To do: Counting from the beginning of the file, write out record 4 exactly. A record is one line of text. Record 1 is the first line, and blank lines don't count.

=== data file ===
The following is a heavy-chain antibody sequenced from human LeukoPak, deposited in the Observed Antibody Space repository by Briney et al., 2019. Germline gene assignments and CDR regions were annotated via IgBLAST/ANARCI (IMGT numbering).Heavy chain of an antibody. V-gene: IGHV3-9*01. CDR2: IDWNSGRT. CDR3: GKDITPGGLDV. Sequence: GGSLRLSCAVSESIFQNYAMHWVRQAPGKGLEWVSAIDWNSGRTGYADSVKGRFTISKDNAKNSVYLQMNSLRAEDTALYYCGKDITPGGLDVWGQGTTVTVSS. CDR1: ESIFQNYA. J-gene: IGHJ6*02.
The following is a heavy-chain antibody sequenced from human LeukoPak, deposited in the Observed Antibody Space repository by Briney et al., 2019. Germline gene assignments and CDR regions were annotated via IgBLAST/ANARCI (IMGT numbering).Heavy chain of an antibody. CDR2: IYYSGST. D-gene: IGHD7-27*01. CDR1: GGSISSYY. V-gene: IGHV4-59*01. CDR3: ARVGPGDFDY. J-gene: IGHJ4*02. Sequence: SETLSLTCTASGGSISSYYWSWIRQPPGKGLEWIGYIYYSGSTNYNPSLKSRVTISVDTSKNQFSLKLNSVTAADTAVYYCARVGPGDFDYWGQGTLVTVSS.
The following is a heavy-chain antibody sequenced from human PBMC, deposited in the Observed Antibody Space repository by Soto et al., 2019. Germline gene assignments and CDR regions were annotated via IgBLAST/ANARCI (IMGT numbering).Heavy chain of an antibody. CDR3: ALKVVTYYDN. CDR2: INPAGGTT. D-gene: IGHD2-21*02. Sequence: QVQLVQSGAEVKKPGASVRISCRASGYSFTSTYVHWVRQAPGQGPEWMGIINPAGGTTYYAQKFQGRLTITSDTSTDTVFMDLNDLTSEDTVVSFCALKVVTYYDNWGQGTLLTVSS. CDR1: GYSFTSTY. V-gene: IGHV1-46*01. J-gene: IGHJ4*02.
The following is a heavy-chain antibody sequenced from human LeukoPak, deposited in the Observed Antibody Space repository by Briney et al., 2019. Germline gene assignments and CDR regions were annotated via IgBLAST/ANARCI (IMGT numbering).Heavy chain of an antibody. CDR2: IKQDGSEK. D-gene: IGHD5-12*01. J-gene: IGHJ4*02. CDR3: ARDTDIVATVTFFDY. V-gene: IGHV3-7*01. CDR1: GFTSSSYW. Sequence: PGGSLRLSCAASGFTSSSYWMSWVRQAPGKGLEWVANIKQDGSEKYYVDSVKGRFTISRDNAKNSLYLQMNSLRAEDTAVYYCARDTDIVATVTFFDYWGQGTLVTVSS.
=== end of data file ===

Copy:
The following is a heavy-chain antibody sequenced from human LeukoPak, deposited in the Observed Antibody Space repository by Briney et al., 2019. Germline gene assignments and CDR regions were annotated via IgBLAST/ANARCI (IMGT numbering).Heavy chain of an antibody. CDR2: IKQDGSEK. D-gene: IGHD5-12*01. J-gene: IGHJ4*02. CDR3: ARDTDIVATVTFFDY. V-gene: IGHV3-7*01. CDR1: GFTSSSYW. Sequence: PGGSLRLSCAASGFTSSSYWMSWVRQAPGKGLEWVANIKQDGSEKYYVDSVKGRFTISRDNAKNSLYLQMNSLRAEDTAVYYCARDTDIVATVTFFDYWGQGTLVTVSS.